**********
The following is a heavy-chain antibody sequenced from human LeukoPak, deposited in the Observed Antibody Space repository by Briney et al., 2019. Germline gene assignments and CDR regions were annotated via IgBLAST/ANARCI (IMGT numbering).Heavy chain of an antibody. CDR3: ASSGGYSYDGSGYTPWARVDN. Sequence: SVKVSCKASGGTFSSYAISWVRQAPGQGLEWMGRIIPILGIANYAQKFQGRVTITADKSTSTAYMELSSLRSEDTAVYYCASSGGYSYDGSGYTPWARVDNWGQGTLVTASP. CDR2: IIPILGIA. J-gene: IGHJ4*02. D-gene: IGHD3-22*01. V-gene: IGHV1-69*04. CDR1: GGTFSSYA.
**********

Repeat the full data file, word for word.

The following is a heavy-chain antibody sequenced from human LeukoPak, deposited in the Observed Antibody Space repository by Briney et al., 2019. Germline gene assignments and CDR regions were annotated via IgBLAST/ANARCI (IMGT numbering).Heavy chain of an antibody. CDR3: ASSGGYSYDGSGYTPWARVDN. Sequence: SVKVSCKASGGTFSSYAISWVRQAPGQGLEWMGRIIPILGIANYAQKFQGRVTITADKSTSTAYMELSSLRSEDTAVYYCASSGGYSYDGSGYTPWARVDNWGQGTLVTASP. CDR2: IIPILGIA. J-gene: IGHJ4*02. D-gene: IGHD3-22*01. V-gene: IGHV1-69*04. CDR1: GGTFSSYA.